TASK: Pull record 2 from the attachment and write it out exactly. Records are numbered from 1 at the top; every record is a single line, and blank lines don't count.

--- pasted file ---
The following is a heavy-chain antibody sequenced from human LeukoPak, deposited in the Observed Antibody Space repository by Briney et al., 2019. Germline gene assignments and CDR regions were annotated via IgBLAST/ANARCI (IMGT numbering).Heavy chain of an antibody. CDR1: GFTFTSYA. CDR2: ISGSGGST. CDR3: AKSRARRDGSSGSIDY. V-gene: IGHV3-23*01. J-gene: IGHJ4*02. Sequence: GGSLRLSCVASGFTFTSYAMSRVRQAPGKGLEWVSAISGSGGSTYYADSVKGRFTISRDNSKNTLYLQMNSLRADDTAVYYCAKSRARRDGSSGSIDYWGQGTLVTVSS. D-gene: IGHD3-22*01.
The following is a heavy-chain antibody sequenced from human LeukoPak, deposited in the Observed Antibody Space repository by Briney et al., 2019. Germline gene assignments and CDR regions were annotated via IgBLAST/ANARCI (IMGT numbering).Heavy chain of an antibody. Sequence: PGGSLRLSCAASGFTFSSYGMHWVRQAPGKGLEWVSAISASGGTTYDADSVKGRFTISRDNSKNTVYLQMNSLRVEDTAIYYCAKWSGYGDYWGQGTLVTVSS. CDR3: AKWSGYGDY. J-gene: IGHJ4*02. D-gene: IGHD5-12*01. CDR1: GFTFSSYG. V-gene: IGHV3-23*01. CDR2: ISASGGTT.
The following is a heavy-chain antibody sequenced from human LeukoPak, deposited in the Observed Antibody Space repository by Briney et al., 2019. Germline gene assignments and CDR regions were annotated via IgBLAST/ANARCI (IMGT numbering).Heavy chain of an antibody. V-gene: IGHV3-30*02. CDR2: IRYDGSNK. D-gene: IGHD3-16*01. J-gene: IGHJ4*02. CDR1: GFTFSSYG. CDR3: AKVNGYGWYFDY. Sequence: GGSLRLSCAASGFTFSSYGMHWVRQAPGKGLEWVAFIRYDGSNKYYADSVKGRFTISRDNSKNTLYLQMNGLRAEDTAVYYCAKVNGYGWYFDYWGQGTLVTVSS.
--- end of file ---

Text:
The following is a heavy-chain antibody sequenced from human LeukoPak, deposited in the Observed Antibody Space repository by Briney et al., 2019. Germline gene assignments and CDR regions were annotated via IgBLAST/ANARCI (IMGT numbering).Heavy chain of an antibody. Sequence: PGGSLRLSCAASGFTFSSYGMHWVRQAPGKGLEWVSAISASGGTTYDADSVKGRFTISRDNSKNTVYLQMNSLRVEDTAIYYCAKWSGYGDYWGQGTLVTVSS. CDR3: AKWSGYGDY. J-gene: IGHJ4*02. D-gene: IGHD5-12*01. CDR1: GFTFSSYG. V-gene: IGHV3-23*01. CDR2: ISASGGTT.